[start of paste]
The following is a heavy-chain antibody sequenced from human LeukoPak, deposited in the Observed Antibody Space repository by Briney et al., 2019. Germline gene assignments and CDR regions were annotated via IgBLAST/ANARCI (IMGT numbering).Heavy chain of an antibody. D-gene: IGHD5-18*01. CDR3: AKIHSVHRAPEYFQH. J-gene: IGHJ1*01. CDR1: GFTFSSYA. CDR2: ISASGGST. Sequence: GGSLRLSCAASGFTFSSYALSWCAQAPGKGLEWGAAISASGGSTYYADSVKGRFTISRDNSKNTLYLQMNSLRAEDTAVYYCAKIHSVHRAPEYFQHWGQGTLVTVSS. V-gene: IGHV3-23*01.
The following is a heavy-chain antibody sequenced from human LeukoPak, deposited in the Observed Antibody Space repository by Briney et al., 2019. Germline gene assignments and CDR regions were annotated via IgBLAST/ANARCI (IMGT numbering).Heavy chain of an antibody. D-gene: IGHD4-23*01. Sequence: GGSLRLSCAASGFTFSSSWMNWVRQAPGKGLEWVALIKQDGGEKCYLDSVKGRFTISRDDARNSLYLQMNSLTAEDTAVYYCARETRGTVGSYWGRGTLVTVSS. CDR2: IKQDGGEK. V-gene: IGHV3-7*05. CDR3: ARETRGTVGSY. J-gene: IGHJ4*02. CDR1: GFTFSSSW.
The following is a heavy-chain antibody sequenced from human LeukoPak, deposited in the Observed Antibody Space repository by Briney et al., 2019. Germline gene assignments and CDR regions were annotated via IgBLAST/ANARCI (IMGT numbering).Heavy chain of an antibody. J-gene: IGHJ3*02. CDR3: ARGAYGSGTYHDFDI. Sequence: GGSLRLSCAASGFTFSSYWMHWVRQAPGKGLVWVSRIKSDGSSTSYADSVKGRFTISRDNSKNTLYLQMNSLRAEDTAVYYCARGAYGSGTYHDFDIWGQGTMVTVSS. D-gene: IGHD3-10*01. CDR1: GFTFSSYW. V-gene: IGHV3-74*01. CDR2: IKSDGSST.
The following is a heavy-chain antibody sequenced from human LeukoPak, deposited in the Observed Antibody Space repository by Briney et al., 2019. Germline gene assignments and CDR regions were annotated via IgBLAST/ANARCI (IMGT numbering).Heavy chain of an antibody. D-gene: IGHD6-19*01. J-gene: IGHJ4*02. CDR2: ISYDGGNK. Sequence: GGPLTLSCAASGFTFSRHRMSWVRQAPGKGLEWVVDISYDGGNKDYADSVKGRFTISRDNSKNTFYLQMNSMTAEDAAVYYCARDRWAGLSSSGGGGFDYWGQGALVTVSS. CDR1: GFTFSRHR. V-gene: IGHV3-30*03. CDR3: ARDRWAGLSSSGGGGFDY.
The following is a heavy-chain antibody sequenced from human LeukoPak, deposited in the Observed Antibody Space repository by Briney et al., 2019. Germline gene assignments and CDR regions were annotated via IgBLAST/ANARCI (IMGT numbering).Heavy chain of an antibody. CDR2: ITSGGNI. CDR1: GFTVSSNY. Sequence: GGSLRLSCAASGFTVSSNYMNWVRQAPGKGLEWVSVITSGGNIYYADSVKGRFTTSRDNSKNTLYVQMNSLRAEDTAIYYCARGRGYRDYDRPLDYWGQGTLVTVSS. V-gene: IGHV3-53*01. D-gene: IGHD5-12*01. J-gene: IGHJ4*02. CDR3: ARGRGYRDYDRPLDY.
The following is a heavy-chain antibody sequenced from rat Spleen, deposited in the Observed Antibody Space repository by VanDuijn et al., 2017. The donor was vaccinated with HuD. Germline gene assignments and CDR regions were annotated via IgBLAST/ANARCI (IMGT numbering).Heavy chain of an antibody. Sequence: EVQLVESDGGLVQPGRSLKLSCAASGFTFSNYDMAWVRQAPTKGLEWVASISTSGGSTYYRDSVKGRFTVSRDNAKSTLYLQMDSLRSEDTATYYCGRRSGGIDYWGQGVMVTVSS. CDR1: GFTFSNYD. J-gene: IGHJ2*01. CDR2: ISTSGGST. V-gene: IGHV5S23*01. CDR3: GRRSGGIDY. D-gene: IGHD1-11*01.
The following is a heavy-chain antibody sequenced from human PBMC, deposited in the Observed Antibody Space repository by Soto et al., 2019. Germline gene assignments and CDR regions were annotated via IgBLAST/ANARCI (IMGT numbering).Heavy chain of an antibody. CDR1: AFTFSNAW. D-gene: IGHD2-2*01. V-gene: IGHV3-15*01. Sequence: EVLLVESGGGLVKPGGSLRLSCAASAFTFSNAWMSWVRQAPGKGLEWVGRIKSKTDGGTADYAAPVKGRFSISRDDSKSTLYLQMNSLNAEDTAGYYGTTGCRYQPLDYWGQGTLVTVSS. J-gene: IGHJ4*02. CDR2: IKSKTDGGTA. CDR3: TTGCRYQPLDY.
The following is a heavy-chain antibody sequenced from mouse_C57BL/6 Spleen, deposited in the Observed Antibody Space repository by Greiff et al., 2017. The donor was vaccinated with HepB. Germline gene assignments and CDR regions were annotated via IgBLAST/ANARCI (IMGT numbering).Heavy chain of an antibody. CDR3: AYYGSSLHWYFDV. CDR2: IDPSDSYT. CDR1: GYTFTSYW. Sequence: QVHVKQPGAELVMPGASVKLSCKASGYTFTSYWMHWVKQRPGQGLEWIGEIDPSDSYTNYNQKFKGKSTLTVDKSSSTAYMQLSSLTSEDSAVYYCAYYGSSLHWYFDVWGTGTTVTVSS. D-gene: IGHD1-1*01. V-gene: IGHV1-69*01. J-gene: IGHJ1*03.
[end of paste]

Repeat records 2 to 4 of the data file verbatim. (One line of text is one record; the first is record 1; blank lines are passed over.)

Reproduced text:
The following is a heavy-chain antibody sequenced from human LeukoPak, deposited in the Observed Antibody Space repository by Briney et al., 2019. Germline gene assignments and CDR regions were annotated via IgBLAST/ANARCI (IMGT numbering).Heavy chain of an antibody. D-gene: IGHD4-23*01. Sequence: GGSLRLSCAASGFTFSSSWMNWVRQAPGKGLEWVALIKQDGGEKCYLDSVKGRFTISRDDARNSLYLQMNSLTAEDTAVYYCARETRGTVGSYWGRGTLVTVSS. CDR2: IKQDGGEK. V-gene: IGHV3-7*05. CDR3: ARETRGTVGSY. J-gene: IGHJ4*02. CDR1: GFTFSSSW.
The following is a heavy-chain antibody sequenced from human LeukoPak, deposited in the Observed Antibody Space repository by Briney et al., 2019. Germline gene assignments and CDR regions were annotated via IgBLAST/ANARCI (IMGT numbering).Heavy chain of an antibody. J-gene: IGHJ3*02. CDR3: ARGAYGSGTYHDFDI. Sequence: GGSLRLSCAASGFTFSSYWMHWVRQAPGKGLVWVSRIKSDGSSTSYADSVKGRFTISRDNSKNTLYLQMNSLRAEDTAVYYCARGAYGSGTYHDFDIWGQGTMVTVSS. D-gene: IGHD3-10*01. CDR1: GFTFSSYW. V-gene: IGHV3-74*01. CDR2: IKSDGSST.
The following is a heavy-chain antibody sequenced from human LeukoPak, deposited in the Observed Antibody Space repository by Briney et al., 2019. Germline gene assignments and CDR regions were annotated via IgBLAST/ANARCI (IMGT numbering).Heavy chain of an antibody. D-gene: IGHD6-19*01. J-gene: IGHJ4*02. CDR2: ISYDGGNK. Sequence: GGPLTLSCAASGFTFSRHRMSWVRQAPGKGLEWVVDISYDGGNKDYADSVKGRFTISRDNSKNTFYLQMNSMTAEDAAVYYCARDRWAGLSSSGGGGFDYWGQGALVTVSS. CDR1: GFTFSRHR. V-gene: IGHV3-30*03. CDR3: ARDRWAGLSSSGGGGFDY.